+27 71 448 3496

Biobanks and fungus have untold secrets

Share Article
Fungus holds many secrets and might just be what you looking for to find a solution to a complex problem. Image credit: Leon Louw for WhyAfrica

Biobanks and fungus have untold secrets

If you’re in the mining, energy, health, agriculture or environmental sectors, and you like thinking out of the box, or if you’re trying to solve a complex environmental problem, why not go and look for a solution where nobody else does?

By Leon Louw owner of WhyAfrica

WhyAfrica did exactly that and found a bag full of new fascinating ideas, incredible scientific research, and unbelievable stories to keep us busy for another century at least.

If you haven’t heard of Biodiversity Biobanks yet, best you find out what they are and look for one close to you. The sooner the better. These Biobanks might just hold the key to the solution you’ve been looking for.

Biodiversity Biobanks preserve genetic resources, including reproductive tissues such as seeds, egg and sperm, and other tissues including blood, DNA extracts and microbial cultures, representing all species, strains, varieties, and breeds (including domesticated crops and livestock).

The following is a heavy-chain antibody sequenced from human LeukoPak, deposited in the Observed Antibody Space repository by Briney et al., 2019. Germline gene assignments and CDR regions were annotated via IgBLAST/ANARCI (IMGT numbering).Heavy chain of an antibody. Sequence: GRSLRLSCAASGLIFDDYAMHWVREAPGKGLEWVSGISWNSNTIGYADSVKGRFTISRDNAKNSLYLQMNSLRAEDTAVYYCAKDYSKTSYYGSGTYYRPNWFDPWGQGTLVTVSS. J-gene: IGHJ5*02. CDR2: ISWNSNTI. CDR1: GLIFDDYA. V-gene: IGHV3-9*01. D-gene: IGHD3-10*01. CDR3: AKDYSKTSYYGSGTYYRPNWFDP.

These collections can be used to support research, capacity development and the development of new or improved products and practices in the fields of agriculture, mining, energy, human health and well-being, environmental management, and conservation biology.

South Africa has seven main Biobanks now represented by the Biodiversity Biobanks of South Africa (BBSA). South Africa already has a wealth of biobank samples, collected over many years from across Africa, and if these are appropriately secured, they could be used to create a time-series of biomaterials that will help us understand change, and allow us to predict how this change will play out into the future.

WhyAfrica plans to visit a number of these biobanks over the next few months. We started our Biobank tour by visiting Riana Jacobs, Curator and researcher at the National Collection of Fungi, Biosystematics Division at the ARC-Plant Protection Research Institute, Pretoria, South Africa last week.

Fungus and its application in mining (Biobanks and fungus have untold secrets)

If you’re in the mining or environmental management sectors and you wonder what fungus has to do with you, only a little bit of research will unveil the incredible and diverse applications of fungus in mining, remediation, and rehabilitation.

For example, lichens and fungi can colonise and dissolve constituents of asbestos and studies have shown that certain fungi can solubilise low grade iron ore for the bioleaching process.

In South Africa alone, there are reportedly close to 5700 derelict asbestos mines that pose a serious environmental and health threat to communities in these areas.